GREENSBORO, N.C. -- We all know it takes a lot of money to keep a golf course looking great, but if someone asked you what takes the most love and attention, would you know the answer?
We all know it takes a lot of money to keep a golf course looking great, but if someone asked you what takes the most love and attention, would you know the answer?
Eric Chilton went to Sedgefield Country Club, home of the Wyndham Championship, to find out.
According to Sedgefield's Director of Golf, Rocky Brooks, the money is in the greens when it comes to a PGA tournament.
"It's amazing what people forgive if you have good greens and we here fortunately have great greens. We don't have good greens, we have great greens," said Brooks.
"you can have some rough spots in the fairway or in the rough or t-boxes, but if your greens are good, that is the biggest component of somebody's experience. Its the last thing they step off of when they finish a round of golf," he said.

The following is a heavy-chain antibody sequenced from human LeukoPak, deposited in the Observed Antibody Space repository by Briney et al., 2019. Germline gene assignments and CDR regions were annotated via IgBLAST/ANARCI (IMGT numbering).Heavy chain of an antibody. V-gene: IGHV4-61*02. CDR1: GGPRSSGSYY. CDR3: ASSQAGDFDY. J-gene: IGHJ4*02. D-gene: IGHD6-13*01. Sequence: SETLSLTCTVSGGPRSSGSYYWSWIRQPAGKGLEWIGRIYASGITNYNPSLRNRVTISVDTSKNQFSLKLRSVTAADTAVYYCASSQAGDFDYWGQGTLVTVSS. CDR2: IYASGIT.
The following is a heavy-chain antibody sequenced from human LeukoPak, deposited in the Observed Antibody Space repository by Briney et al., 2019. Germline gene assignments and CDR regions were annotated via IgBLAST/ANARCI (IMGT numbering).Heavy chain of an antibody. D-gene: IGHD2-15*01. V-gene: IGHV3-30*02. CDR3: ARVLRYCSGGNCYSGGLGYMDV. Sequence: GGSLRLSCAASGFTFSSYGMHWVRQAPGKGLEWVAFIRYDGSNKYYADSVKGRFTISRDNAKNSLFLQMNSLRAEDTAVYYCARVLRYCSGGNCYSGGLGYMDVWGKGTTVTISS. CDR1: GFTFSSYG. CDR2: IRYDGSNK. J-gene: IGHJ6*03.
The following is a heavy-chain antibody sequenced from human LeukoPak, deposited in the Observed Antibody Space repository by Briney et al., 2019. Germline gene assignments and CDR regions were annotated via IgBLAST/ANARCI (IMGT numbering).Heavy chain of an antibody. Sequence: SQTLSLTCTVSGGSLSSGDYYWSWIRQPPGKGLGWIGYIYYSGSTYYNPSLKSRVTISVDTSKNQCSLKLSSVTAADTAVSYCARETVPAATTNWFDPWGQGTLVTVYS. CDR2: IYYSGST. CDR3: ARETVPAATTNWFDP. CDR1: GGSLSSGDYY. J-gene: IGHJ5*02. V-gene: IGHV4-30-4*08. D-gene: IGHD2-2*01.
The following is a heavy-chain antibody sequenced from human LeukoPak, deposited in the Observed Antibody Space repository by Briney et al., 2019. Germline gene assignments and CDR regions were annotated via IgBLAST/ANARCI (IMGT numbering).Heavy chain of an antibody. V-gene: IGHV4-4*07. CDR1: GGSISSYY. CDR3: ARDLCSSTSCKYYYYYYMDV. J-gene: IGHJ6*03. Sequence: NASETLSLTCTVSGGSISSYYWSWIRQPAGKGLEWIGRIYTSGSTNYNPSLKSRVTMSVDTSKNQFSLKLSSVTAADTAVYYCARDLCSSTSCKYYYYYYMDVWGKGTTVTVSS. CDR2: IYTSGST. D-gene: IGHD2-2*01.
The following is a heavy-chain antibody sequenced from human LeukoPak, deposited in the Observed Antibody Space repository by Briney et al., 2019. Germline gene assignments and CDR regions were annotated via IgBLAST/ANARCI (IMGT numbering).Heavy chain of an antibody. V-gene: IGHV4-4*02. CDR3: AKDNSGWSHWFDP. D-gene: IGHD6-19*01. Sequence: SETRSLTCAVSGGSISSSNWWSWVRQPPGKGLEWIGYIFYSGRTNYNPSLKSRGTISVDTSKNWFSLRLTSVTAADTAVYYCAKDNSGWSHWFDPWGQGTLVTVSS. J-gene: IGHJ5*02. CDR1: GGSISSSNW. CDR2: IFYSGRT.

The speed of the greens is given a number.
Last year, the greens at Sedgefield were running about 13. Brooks said that's really fast from a tour standard.
"Augusta National kind of fast. For a member's speed, you're looking for somewhere around 10. That's 10 feet. If you roll a ball on a stick meter, it'll roll 10 feet," he said.
When it comes to hole placement, Brooks said that's determined by the PGA.
"You don't want to set it on some slope and you can't keep the ball around the hole. The rule is it has to have less than 2 percent of slope and make it as fair as your can," he said.
Brooks said about 55 or 60 percent of a golf course maintenance budget is spent on the greens.